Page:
Alabama buys machine to help detect Chronic Wasting Disease in deer

Alabama buys machine to help detect Chronic Wasting Disease in deer
The Alabama Department of Agriculture recently purchased a $30,000 machine that is considered far more modern to detect chronic wasting disease in deer. (Source: WSFA 12 News)
The new testing machine will be based in Auburn but first it's being 'validated' by federal wildlife officials to make sure the machine works properly. (Source: WSFA 12 News)
The new testing machine will be based in Auburn but first it's being 'validated' by federal wildlife officials to make sure the machine works properly. (Source: WSFA 12 News)
There is no known cause of CWD, though it is believed to be caused by a prion or protein that is infectious and has a long incubation period. (Source: WSFA 12 News)
There is no known cause of CWD, though it is believed to be caused by a prion or protein that is infectious and has a long incubation period. (Source: WSFA 12 News)
Testing is done by sampling brain tissue and lymph nodes from hunter harvested deer, captive deer facilities and any suspect animal. (Source: WSFA 12 News)
Testing is done by sampling brain tissue and lymph nodes from hunter harvested deer, captive deer facilities and any suspect animal. (Source: WSFA 12 News)

MONTGOMERY, AL (WSFA) - Alabama is stepping up its game in the watch for chronic wasting disease. You may recall two weeks ago when hunters in Mississippi noticed a sick deer that later died from CWD. CWD is a rogue protein that attacks the brain in deer.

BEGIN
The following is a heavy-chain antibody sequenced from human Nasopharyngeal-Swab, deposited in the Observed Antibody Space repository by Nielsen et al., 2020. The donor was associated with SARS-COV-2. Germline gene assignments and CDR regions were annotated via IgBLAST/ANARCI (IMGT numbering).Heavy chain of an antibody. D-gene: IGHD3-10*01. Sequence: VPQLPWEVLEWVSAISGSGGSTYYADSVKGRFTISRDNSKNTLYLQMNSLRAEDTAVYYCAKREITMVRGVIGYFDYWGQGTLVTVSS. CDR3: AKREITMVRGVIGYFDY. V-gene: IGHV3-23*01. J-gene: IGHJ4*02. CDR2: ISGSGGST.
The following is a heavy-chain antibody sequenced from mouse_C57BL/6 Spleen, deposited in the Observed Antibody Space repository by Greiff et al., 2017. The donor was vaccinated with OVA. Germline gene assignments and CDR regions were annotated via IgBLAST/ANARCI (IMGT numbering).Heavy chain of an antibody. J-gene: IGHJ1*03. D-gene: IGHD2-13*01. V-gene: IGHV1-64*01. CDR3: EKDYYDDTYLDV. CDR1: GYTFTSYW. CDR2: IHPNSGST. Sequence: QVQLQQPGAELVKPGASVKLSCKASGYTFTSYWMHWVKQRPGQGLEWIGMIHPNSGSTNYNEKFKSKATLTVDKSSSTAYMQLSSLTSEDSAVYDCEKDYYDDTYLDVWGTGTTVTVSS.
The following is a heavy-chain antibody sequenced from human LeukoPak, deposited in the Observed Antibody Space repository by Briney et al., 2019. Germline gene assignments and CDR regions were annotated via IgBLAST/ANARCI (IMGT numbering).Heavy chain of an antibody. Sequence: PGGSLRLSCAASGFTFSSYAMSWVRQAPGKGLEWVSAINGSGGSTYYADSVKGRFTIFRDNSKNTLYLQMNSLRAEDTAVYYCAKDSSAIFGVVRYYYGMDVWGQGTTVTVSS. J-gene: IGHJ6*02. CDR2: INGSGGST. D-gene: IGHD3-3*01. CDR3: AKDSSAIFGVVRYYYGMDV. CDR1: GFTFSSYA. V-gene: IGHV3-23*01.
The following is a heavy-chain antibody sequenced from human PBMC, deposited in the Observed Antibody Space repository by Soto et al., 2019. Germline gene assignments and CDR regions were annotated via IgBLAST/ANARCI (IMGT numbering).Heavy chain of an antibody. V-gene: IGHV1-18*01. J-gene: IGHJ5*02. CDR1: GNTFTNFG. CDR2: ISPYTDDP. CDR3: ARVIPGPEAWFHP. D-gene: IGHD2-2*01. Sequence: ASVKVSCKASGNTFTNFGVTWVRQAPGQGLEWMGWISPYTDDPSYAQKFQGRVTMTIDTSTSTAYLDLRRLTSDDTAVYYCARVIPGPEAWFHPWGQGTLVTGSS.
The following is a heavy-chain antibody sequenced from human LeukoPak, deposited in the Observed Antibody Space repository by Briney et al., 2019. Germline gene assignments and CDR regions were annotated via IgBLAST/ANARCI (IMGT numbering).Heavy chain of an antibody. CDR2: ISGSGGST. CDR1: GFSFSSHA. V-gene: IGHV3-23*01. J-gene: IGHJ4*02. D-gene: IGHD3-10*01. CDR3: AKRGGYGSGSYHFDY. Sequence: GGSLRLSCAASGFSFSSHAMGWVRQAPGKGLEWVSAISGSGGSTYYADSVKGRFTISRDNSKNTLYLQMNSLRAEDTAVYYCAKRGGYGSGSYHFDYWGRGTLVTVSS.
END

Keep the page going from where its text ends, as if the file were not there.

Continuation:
Inside the Alabama Agriculture Department Tuesday, there was no surprise the chronic wasting disease had not spread into Alabama. Much of is because of a move the state implemented years ago.

"Because Alabama was one of the first states back in the late '70s to restrict the importation of live deer into this state," said Tim Gothard, Executive Director of the Alabama Wildlife Federation.

To help state leaders keep a close eye on it, the department purchased a $30,000 machine, a testing machine that comes in three parts, far more modern and high tech in detecting CWD in deer.

"Unfortunately, there is no live animal tests, so we have to have brain tissue and lymph nodes," said state veterinarian Dr. Tony Frazier.

Dr.  Fraizer says while there is no sign the disease is taping off among deer, there is no need for the public to panic. For now, there is no evidence to suggest humans can contract the disease from deer.

"There is certainly no panic, the surveillance casts this net pretty wide in Alabama," said Frazier.

The first line of defense will be the hunters themselves and should there be a reported case in Alabama, a roll out plan to alert the public is ready. The response plan is in its final stages now and will be on the Outdoor Alabama website next week, according to department leaders.

The disease is the deer's version of Alzheimer's with pneumonia being the secondary illness that causes death.

State wildlife officials say they test on average of around 500 deer per year for CWD. That includes harvested deer and those killed on the road.

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